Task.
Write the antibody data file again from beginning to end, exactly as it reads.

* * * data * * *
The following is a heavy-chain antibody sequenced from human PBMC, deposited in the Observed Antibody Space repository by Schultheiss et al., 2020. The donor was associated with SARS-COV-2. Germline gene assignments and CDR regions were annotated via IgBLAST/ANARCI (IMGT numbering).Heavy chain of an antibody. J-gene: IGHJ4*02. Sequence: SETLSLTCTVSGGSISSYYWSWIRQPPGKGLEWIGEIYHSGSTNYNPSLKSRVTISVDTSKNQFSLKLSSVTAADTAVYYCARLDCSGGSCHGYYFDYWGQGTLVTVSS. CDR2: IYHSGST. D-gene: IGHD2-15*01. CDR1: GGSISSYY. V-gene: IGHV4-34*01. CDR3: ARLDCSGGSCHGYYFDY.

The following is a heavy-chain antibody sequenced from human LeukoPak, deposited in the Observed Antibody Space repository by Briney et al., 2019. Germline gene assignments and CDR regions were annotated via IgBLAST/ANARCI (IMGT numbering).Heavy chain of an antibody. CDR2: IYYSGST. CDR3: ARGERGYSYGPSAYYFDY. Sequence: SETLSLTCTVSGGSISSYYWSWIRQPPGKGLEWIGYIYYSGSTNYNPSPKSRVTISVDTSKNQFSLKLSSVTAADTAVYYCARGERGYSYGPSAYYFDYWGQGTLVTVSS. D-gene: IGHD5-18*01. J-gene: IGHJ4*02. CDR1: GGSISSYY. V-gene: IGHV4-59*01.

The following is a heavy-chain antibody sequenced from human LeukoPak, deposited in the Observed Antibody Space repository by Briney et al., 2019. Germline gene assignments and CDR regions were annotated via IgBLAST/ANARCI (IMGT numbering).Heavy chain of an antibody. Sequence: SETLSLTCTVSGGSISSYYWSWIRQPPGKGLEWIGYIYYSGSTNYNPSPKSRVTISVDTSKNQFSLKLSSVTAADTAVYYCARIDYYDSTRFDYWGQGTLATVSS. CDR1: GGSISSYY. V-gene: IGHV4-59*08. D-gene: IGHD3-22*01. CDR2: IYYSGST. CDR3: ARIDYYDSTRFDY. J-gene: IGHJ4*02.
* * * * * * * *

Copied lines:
The following is a heavy-chain antibody sequenced from human PBMC, deposited in the Observed Antibody Space repository by Schultheiss et al., 2020. The donor was associated with SARS-COV-2. Germline gene assignments and CDR regions were annotated via IgBLAST/ANARCI (IMGT numbering).Heavy chain of an antibody. J-gene: IGHJ4*02. Sequence: SETLSLTCTVSGGSISSYYWSWIRQPPGKGLEWIGEIYHSGSTNYNPSLKSRVTISVDTSKNQFSLKLSSVTAADTAVYYCARLDCSGGSCHGYYFDYWGQGTLVTVSS. CDR2: IYHSGST. D-gene: IGHD2-15*01. CDR1: GGSISSYY. V-gene: IGHV4-34*01. CDR3: ARLDCSGGSCHGYYFDY.

The following is a heavy-chain antibody sequenced from human LeukoPak, deposited in the Observed Antibody Space repository by Briney et al., 2019. Germline gene assignments and CDR regions were annotated via IgBLAST/ANARCI (IMGT numbering).Heavy chain of an antibody. CDR2: IYYSGST. CDR3: ARGERGYSYGPSAYYFDY. Sequence: SETLSLTCTVSGGSISSYYWSWIRQPPGKGLEWIGYIYYSGSTNYNPSPKSRVTISVDTSKNQFSLKLSSVTAADTAVYYCARGERGYSYGPSAYYFDYWGQGTLVTVSS. D-gene: IGHD5-18*01. J-gene: IGHJ4*02. CDR1: GGSISSYY. V-gene: IGHV4-59*01.

The following is a heavy-chain antibody sequenced from human LeukoPak, deposited in the Observed Antibody Space repository by Briney et al., 2019. Germline gene assignments and CDR regions were annotated via IgBLAST/ANARCI (IMGT numbering).Heavy chain of an antibody. Sequence: SETLSLTCTVSGGSISSYYWSWIRQPPGKGLEWIGYIYYSGSTNYNPSPKSRVTISVDTSKNQFSLKLSSVTAADTAVYYCARIDYYDSTRFDYWGQGTLATVSS. CDR1: GGSISSYY. V-gene: IGHV4-59*08. D-gene: IGHD3-22*01. CDR2: IYYSGST. CDR3: ARIDYYDSTRFDY. J-gene: IGHJ4*02.